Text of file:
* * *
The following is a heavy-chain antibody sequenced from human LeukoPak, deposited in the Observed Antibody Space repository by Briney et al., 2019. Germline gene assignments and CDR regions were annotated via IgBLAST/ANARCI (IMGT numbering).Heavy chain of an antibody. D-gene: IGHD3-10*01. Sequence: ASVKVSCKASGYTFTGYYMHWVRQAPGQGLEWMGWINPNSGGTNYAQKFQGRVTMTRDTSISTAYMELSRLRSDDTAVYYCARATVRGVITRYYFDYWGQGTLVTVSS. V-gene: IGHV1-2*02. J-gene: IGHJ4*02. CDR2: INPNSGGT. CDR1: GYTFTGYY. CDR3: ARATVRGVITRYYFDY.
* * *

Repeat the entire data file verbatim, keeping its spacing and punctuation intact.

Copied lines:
The following is a heavy-chain antibody sequenced from human LeukoPak, deposited in the Observed Antibody Space repository by Briney et al., 2019. Germline gene assignments and CDR regions were annotated via IgBLAST/ANARCI (IMGT numbering).Heavy chain of an antibody. D-gene: IGHD3-10*01. Sequence: ASVKVSCKASGYTFTGYYMHWVRQAPGQGLEWMGWINPNSGGTNYAQKFQGRVTMTRDTSISTAYMELSRLRSDDTAVYYCARATVRGVITRYYFDYWGQGTLVTVSS. V-gene: IGHV1-2*02. J-gene: IGHJ4*02. CDR2: INPNSGGT. CDR1: GYTFTGYY. CDR3: ARATVRGVITRYYFDY.